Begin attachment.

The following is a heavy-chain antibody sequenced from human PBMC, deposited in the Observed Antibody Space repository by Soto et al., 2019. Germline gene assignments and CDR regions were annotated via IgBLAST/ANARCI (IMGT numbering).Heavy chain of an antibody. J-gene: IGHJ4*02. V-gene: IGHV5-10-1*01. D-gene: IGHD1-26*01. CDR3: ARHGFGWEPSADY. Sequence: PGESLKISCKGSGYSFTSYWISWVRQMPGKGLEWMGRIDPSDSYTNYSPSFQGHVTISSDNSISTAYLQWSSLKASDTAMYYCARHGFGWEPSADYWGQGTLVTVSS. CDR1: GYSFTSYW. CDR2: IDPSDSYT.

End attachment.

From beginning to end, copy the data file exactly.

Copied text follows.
The following is a heavy-chain antibody sequenced from human PBMC, deposited in the Observed Antibody Space repository by Soto et al., 2019. Germline gene assignments and CDR regions were annotated via IgBLAST/ANARCI (IMGT numbering).Heavy chain of an antibody. J-gene: IGHJ4*02. V-gene: IGHV5-10-1*01. D-gene: IGHD1-26*01. CDR3: ARHGFGWEPSADY. Sequence: PGESLKISCKGSGYSFTSYWISWVRQMPGKGLEWMGRIDPSDSYTNYSPSFQGHVTISSDNSISTAYLQWSSLKASDTAMYYCARHGFGWEPSADYWGQGTLVTVSS. CDR1: GYSFTSYW. CDR2: IDPSDSYT.